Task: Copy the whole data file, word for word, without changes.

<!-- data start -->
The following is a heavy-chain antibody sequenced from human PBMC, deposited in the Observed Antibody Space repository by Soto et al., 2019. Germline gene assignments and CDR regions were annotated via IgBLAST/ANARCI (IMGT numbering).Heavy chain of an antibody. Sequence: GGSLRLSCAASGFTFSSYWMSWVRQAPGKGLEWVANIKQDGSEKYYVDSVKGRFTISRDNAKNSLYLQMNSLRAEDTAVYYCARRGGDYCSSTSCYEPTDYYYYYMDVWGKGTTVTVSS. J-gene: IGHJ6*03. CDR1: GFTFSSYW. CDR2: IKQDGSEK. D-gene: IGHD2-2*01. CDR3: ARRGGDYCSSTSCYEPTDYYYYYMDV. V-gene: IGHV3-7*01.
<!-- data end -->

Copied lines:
The following is a heavy-chain antibody sequenced from human PBMC, deposited in the Observed Antibody Space repository by Soto et al., 2019. Germline gene assignments and CDR regions were annotated via IgBLAST/ANARCI (IMGT numbering).Heavy chain of an antibody. Sequence: GGSLRLSCAASGFTFSSYWMSWVRQAPGKGLEWVANIKQDGSEKYYVDSVKGRFTISRDNAKNSLYLQMNSLRAEDTAVYYCARRGGDYCSSTSCYEPTDYYYYYMDVWGKGTTVTVSS. J-gene: IGHJ6*03. CDR1: GFTFSSYW. CDR2: IKQDGSEK. D-gene: IGHD2-2*01. CDR3: ARRGGDYCSSTSCYEPTDYYYYYMDV. V-gene: IGHV3-7*01.